Places that Matter

Bedford YMCA

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Bedford YMCA
Bedford YMCA
Neighborhood athletic and recreational center
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Place Matters Profile

When the YMCA at Bedford Avenue and Monroe Street opened in 1904, it was considered the gem of the Brooklyn YMCA. One hundred years later it remains in its original building and continues to be an important resource for the community as an alternative to expensive private health clubs and under-funded public parks.

The Bedford YMCA was designed to serve as a flagship for the Y's then new emphasis on physical education. Among its original facilities were two skylit-gymnasiums, a fully tiled pool, and a bowling alley. These state-of-the-art facilities were not, however, available to African Americans who were relegated to a much smaller YMCA ten blocks away commonly known in the neighborhood as the "black Y."

Despite the official desegregation of the YMCA in 1943, de facto segregation and discrimination continued. By the mid-1950s, however, the Bedford-Stuyvesant community had become increasingly African American. Coupled with the closing of the "Black Y" in 1954 this led to the Bedford Y becoming first integrated and then predominately African American (after 1947 women were also allowed to use the facilities). Programs and services in this era included athletic events and competitions as well as social activities like dances and parties. Thelonious Monk is said to have played on the Y's chess team with Freddie Hubbard, and Connie Hawkins, Jerry Powell, Al Barton and Chet Thomas played basketball in the gym.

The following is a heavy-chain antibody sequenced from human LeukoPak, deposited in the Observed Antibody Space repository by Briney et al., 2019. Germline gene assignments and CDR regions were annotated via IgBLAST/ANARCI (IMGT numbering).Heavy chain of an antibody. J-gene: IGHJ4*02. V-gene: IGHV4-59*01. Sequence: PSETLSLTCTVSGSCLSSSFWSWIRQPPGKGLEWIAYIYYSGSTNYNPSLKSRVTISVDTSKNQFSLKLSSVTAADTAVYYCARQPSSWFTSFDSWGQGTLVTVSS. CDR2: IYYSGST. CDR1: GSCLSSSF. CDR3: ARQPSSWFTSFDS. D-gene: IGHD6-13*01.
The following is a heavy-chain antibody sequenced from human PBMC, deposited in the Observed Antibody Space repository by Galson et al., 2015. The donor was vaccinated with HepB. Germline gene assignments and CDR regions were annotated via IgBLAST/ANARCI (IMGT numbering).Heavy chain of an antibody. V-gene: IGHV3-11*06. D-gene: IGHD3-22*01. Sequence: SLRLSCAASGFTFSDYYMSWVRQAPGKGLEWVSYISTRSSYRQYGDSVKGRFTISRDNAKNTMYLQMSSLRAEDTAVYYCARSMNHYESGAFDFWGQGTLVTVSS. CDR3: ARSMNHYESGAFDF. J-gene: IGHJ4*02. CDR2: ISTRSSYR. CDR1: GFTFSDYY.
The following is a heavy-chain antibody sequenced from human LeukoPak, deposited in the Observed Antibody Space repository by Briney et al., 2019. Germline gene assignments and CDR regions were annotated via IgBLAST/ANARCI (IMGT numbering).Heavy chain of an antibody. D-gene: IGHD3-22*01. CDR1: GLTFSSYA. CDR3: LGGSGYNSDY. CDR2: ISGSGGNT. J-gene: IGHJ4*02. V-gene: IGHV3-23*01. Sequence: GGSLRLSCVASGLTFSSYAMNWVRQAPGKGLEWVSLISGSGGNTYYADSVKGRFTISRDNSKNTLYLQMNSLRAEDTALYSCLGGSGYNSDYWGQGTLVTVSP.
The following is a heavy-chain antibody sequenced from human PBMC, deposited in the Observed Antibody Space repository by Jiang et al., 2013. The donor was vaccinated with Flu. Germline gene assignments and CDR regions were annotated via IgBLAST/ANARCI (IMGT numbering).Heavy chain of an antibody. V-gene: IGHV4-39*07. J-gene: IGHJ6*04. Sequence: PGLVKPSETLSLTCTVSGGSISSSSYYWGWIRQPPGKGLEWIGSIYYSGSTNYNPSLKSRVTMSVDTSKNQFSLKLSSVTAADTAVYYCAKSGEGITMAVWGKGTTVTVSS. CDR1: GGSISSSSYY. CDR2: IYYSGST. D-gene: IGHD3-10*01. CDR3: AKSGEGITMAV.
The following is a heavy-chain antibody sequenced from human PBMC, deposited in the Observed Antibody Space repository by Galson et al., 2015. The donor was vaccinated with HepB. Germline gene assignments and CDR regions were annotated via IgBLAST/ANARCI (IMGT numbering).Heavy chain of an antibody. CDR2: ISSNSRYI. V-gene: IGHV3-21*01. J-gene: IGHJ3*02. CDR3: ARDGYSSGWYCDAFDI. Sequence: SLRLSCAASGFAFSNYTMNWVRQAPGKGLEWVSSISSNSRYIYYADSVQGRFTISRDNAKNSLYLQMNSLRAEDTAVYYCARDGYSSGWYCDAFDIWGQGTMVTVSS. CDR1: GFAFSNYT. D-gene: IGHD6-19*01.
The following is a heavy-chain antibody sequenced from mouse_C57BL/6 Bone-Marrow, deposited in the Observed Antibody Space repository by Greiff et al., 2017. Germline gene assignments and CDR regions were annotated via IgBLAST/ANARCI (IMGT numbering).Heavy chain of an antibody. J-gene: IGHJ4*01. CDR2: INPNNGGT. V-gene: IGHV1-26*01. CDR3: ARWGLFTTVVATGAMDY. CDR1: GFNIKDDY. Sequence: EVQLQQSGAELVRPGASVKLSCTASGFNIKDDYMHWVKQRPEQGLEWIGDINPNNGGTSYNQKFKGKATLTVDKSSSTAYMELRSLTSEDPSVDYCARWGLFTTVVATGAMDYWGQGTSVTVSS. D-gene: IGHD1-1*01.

Unfortunately, this much-needed community resource was under-funded in the postwar years as it depended on membership dues and fees in an increasingly low-income neighborhood. This led to a strategy of "deferred maintenance" and eventually parts of the building were closed entirely between 1984 and 1988. Today the Bedford Y has regained much of its vitality due to several dedicated individuals such as former executive directors, Roscoe Reynolds and Kevin Jeffrey, and it is in the midst of a major capital campaign to entirely renovate its facility.

As a community resource the Bedford Y remains as vital as ever. In 2002, the Bedford Y served over 6,500 local youth, and it is now open daily from 7:00 am to 8:00 pm. In addition to its recreational services, it runs a wide variety of “Virtual Y” programs that provide after-school literacy and learning enrichment to Bedford-Brownsville youth.

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